>> from the enclosing scope (the context I pass into exec I guess),
>> without clobbering any local variables that may be defined in the code
>> object.
>>
>> Anyone got any clues ?


Does this do what you wanted? Instead of messing about with the code object
just work out which values from the namespace the function actually
expects.

>>> def callfromnamespace(fn, namespace):

names = fn.func_code.co_varnames[:fn.func_code.co_argcount]
fn(**dict((name, namespace[name])
for name in names if name in namespace))


>>> def f(x, y=99):

z = 2
print x, y, z


>>> x = 42
>>> callfromnamespace(f, globals())

42 99 2
>>> y = 37
>>> callfromnamespace(f, globals())

42 37 2
>>> def testme():

x = 3
callfromnamespace(f, vars())
y = 9
callfromnamespace(f, vars())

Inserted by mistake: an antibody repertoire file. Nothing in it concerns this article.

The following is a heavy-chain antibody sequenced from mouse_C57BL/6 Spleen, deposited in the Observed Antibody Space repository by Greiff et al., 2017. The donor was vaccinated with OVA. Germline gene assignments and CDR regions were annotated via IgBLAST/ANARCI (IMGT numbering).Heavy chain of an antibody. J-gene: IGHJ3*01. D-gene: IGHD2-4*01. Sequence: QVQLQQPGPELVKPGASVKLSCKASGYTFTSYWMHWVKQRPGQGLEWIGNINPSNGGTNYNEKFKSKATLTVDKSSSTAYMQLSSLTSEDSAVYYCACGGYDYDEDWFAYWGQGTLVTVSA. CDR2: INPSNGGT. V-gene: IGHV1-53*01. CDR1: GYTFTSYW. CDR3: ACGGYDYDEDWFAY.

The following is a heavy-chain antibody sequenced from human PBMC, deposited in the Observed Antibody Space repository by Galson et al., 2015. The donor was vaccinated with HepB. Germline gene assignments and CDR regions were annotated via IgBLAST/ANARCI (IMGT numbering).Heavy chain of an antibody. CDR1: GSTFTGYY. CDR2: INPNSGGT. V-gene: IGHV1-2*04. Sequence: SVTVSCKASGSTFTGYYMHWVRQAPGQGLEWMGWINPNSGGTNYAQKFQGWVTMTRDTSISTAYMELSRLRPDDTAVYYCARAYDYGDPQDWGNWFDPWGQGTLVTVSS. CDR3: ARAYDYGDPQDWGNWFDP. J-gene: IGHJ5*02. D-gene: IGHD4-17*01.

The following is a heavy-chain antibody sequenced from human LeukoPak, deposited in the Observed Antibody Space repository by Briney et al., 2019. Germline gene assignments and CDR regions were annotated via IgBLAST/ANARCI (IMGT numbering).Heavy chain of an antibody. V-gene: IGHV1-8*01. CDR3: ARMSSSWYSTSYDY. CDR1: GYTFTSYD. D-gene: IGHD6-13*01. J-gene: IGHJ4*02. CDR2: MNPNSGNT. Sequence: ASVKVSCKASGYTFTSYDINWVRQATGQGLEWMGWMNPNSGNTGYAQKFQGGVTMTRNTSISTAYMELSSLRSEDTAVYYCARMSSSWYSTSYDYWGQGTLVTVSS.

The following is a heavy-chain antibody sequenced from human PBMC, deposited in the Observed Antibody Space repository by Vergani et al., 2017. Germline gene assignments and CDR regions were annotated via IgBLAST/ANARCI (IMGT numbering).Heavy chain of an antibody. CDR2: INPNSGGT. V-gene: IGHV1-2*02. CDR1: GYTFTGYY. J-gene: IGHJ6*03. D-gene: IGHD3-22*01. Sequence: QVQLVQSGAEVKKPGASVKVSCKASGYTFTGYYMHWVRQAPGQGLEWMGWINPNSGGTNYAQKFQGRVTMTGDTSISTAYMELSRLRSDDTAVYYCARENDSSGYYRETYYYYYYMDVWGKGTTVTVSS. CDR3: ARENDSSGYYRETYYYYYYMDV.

>>> testme()

3 99 2
3 9 2
 
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Fuzzyman
Guest
Posts: n/a
 
      07-27-2006

Simon Forman wrote:
> Fuzzyman wrote:

[snip..]
> > I was hoping I could get to the code object for the *body* of the
> > function. Looks like that won't be possible without dis-assembling the
> > bytecode or other tricks even more hackish than what I've already done.
> >
> > For the record, the code I was using was :
> >
> > x = 3
> > def f(x):
> > print x
> >
> > CodeType = type(f.func_code)
> >
> > def convert_function(f):
> > code = f.func_code
> > nlocals = max(code.co_nlocals - code.co_argcount, 0)
> > newCode = CodeType(0, nlocals, code.co_stacksize, code.co_flags,
> > code.co_code, code.co_consts, code.co_names,
> > code.co_varnames, code.co_filename,
> > code.co_name,
> > code.co_firstlineno, code.co_lnotab,
> > code.co_freevars,
> > code.co_cellvars)
> > return newCode